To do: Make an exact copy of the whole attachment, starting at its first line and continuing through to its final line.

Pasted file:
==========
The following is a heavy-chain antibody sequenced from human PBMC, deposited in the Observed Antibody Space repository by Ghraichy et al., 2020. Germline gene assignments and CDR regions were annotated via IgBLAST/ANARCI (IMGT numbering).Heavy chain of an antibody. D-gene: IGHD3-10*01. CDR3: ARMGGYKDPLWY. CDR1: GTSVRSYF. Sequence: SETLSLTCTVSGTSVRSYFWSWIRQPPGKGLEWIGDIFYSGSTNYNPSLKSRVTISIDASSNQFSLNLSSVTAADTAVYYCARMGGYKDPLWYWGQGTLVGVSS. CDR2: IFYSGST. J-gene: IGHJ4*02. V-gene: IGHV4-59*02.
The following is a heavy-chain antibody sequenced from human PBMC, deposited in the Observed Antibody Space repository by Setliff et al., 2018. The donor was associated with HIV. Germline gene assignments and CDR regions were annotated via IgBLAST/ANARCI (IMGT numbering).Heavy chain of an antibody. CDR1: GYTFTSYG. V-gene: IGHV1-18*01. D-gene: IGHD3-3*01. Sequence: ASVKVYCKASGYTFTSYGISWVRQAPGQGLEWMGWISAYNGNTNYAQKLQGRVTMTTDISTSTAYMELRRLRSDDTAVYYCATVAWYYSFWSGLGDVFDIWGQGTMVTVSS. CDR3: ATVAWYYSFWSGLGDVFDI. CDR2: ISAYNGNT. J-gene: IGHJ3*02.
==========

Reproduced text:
The following is a heavy-chain antibody sequenced from human PBMC, deposited in the Observed Antibody Space repository by Ghraichy et al., 2020. Germline gene assignments and CDR regions were annotated via IgBLAST/ANARCI (IMGT numbering).Heavy chain of an antibody. D-gene: IGHD3-10*01. CDR3: ARMGGYKDPLWY. CDR1: GTSVRSYF. Sequence: SETLSLTCTVSGTSVRSYFWSWIRQPPGKGLEWIGDIFYSGSTNYNPSLKSRVTISIDASSNQFSLNLSSVTAADTAVYYCARMGGYKDPLWYWGQGTLVGVSS. CDR2: IFYSGST. J-gene: IGHJ4*02. V-gene: IGHV4-59*02.
The following is a heavy-chain antibody sequenced from human PBMC, deposited in the Observed Antibody Space repository by Setliff et al., 2018. The donor was associated with HIV. Germline gene assignments and CDR regions were annotated via IgBLAST/ANARCI (IMGT numbering).Heavy chain of an antibody. CDR1: GYTFTSYG. V-gene: IGHV1-18*01. D-gene: IGHD3-3*01. Sequence: ASVKVYCKASGYTFTSYGISWVRQAPGQGLEWMGWISAYNGNTNYAQKLQGRVTMTTDISTSTAYMELRRLRSDDTAVYYCATVAWYYSFWSGLGDVFDIWGQGTMVTVSS. CDR3: ATVAWYYSFWSGLGDVFDI. CDR2: ISAYNGNT. J-gene: IGHJ3*02.